. Unfortunately all that remain to day are the paws and the ruins of the palace on top. At the base of the rock there are some beautifully constructed water gardens which still have working fountains all supplied with water pressure from ancient hydraulic systems. These are some of the oldest surviving gardens in Asia. There are two large moats that could be flooded is invaders decided to attack.
In 495 his brother returned from India with his army and Kassapa descended from his heavily guarded fort to engage in battle. At one stage his elephant balked at a swamp and turned aside. At this his troops thought he was retreating and broke up and ran off leaving Kassapa defenseless. His last act was to draw his dagger and slash his own throat. Well now to the climb.
This time it is $30 entrance fee. This is crippling my budget but I think that this will be my only chance to visit here I might as well fork it out. I guess it is not too common to see 3 UNESCO heritage sights in 3 days.
Its starts off with a lovely walk through the water gardens and then up a few steps to a massive boulder garden. Some more steep steps then lead up to two metal spiral staircases that are bolted into the cliff
. Once you reach the top there is a small alcove that has some amazing wall painters of topless maidens. No one really knows when they were painted but are believed to be 1500 years old,and by whom but they predate the fort. Another interesting site is a wall that is covered in graffiti dating between the 7th and 13th centuries which was written by Pilgrims and is still well preserved. There is flat area at the half way mark and this is where you enter through the lions paws. It is a fairly steep climb up steel stairs that are also bolted onto the vertical sides. It is quite amazing as they run next to the original stone cut stairs and then you realise that this is where all the building materials and everything required for the palace was transported. After an exhilarating climb with fantastic views you reach the summit and see the remains of the ruins. It must have been quite something in its day with a 360 degree view of the surrounding countryside. A really amazing ancient site and well worth the climb up and down.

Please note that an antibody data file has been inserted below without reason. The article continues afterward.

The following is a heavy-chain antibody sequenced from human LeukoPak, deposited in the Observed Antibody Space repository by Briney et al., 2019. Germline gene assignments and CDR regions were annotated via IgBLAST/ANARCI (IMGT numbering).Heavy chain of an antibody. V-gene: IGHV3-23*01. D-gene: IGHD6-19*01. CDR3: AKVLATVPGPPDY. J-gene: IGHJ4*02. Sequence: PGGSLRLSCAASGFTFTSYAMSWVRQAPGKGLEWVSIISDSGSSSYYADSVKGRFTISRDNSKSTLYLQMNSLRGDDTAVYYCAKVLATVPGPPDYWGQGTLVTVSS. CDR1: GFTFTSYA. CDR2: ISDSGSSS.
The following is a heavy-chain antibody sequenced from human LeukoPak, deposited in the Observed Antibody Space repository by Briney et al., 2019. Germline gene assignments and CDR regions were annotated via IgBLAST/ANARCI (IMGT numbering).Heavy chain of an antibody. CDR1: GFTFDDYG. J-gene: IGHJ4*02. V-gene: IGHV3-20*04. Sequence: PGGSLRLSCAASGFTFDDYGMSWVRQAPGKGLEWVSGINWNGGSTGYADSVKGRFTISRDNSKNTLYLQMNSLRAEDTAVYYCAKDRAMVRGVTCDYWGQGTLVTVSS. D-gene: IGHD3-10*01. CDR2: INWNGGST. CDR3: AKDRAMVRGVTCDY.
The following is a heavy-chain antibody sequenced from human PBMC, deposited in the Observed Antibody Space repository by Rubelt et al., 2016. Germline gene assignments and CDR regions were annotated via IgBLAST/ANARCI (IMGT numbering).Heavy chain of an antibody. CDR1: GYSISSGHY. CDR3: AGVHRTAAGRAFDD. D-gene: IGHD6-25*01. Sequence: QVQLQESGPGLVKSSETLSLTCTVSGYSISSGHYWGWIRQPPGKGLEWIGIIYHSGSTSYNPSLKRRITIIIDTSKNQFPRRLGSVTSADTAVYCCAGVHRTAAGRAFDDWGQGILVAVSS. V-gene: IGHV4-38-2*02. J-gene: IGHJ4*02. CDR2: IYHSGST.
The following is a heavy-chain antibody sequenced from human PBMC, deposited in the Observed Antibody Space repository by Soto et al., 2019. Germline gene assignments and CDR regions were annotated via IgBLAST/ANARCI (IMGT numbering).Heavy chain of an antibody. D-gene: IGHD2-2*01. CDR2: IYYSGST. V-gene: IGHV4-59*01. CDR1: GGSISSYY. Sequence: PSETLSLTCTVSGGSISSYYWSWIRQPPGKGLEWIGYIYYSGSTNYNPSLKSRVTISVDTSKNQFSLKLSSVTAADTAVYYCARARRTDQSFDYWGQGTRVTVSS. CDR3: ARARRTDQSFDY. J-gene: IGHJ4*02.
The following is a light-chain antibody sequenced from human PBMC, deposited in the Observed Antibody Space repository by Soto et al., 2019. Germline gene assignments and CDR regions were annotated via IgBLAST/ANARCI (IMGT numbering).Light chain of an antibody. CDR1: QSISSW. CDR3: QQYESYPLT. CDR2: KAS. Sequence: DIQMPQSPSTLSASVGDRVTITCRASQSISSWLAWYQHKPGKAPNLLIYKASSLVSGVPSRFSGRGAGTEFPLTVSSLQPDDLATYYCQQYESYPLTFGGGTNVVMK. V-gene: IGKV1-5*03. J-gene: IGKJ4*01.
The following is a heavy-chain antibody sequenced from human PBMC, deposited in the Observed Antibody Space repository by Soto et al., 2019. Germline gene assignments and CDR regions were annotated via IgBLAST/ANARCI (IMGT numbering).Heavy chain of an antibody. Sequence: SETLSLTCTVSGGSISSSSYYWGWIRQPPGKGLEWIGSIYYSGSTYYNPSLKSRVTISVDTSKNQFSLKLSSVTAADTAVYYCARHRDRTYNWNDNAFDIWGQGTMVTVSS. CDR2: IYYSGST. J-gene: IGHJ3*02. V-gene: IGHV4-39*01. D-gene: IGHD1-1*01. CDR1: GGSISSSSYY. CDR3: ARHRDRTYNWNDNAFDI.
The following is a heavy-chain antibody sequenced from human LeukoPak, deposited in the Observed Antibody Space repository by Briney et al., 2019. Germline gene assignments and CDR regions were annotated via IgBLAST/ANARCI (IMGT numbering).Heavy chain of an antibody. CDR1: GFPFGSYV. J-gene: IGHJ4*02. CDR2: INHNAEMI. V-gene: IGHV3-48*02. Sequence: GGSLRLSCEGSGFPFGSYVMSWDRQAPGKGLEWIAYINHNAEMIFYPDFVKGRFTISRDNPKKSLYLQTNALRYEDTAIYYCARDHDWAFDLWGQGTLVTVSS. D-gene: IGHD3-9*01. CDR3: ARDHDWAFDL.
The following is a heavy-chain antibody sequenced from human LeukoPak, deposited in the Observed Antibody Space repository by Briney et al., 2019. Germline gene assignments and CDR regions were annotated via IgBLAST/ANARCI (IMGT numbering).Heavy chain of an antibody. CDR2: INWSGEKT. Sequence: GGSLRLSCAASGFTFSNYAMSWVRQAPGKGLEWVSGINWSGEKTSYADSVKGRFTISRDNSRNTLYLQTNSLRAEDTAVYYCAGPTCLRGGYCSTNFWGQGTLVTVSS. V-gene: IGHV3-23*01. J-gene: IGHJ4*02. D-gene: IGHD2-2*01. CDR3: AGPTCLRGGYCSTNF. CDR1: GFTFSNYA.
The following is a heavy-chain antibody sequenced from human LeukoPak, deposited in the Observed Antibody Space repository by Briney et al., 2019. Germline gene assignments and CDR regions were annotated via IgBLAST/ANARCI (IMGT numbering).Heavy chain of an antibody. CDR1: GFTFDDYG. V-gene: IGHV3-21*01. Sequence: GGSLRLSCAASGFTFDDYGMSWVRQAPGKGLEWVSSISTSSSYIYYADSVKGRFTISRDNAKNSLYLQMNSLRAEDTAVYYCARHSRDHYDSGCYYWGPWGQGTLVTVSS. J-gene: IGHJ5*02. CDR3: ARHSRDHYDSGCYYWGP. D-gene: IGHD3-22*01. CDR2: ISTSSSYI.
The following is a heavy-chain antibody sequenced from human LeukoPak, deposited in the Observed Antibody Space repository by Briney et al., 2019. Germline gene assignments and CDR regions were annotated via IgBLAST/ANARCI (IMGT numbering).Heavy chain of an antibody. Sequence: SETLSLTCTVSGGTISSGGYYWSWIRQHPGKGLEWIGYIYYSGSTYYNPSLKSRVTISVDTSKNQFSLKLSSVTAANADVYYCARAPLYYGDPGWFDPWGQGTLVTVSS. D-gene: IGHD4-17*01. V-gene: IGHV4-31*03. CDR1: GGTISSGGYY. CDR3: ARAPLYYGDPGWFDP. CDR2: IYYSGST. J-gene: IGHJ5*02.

On returning to my guest house I meet a fellow traveler from France and he has a bottle of Ricard ( similar to Pernod) to which we do some serious damage. All in all another good day in Sri Lanka.
Photos to follow.
In the middle of this vast plain a 200 m rock rises above everything. Originally there was a monastery built here but in 477 AD this all changed thanks to a power hungry prince called Kassapa. He was born to a non royal consort and realising that his younger half brother would inherit the throne he decided to take matters into his own hands. He then tortured his father to try and find out where all the royal treasures were and when his father would not release this information, Kassapa had him 'walled up' alive and naked in his own tomb. He then seized the throne and after trying to assassinate his half brother, the brother ran off to raise an army in India. In the next 7 years, Kassapa built this amazing palace on top of the rock. Huge 3 story palaces and fortifications were installed and not one but two swimming pools were built and a sophisticated pumping scheme used to fill these from the lake at the base of the rock.. On the front of the rock he had a huge Lion was carved and built so that anyone visiting would start at the huge paws and ascend up the near vertical walls and enter the palace via the lions mouth